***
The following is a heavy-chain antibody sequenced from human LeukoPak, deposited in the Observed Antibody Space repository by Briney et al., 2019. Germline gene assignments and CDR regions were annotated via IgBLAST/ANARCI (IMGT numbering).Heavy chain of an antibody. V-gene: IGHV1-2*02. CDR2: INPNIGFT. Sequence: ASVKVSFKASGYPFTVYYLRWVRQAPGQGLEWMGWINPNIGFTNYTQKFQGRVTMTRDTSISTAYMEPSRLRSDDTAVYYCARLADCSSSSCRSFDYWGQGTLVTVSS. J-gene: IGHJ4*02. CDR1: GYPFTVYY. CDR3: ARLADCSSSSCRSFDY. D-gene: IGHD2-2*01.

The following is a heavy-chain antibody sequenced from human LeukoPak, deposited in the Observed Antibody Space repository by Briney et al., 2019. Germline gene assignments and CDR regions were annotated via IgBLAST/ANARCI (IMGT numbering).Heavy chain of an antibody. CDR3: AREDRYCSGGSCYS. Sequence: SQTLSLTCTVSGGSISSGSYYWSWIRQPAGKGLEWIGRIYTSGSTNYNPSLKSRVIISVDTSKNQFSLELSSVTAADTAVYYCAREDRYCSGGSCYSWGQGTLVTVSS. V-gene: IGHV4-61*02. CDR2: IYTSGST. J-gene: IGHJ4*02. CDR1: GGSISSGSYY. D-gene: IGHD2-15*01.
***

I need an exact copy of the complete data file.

The following is a heavy-chain antibody sequenced from human LeukoPak, deposited in the Observed Antibody Space repository by Briney et al., 2019. Germline gene assignments and CDR regions were annotated via IgBLAST/ANARCI (IMGT numbering).Heavy chain of an antibody. V-gene: IGHV1-2*02. CDR2: INPNIGFT. Sequence: ASVKVSFKASGYPFTVYYLRWVRQAPGQGLEWMGWINPNIGFTNYTQKFQGRVTMTRDTSISTAYMEPSRLRSDDTAVYYCARLADCSSSSCRSFDYWGQGTLVTVSS. J-gene: IGHJ4*02. CDR1: GYPFTVYY. CDR3: ARLADCSSSSCRSFDY. D-gene: IGHD2-2*01.

The following is a heavy-chain antibody sequenced from human LeukoPak, deposited in the Observed Antibody Space repository by Briney et al., 2019. Germline gene assignments and CDR regions were annotated via IgBLAST/ANARCI (IMGT numbering).Heavy chain of an antibody. CDR3: AREDRYCSGGSCYS. Sequence: SQTLSLTCTVSGGSISSGSYYWSWIRQPAGKGLEWIGRIYTSGSTNYNPSLKSRVIISVDTSKNQFSLELSSVTAADTAVYYCAREDRYCSGGSCYSWGQGTLVTVSS. V-gene: IGHV4-61*02. CDR2: IYTSGST. J-gene: IGHJ4*02. CDR1: GGSISSGSYY. D-gene: IGHD2-15*01.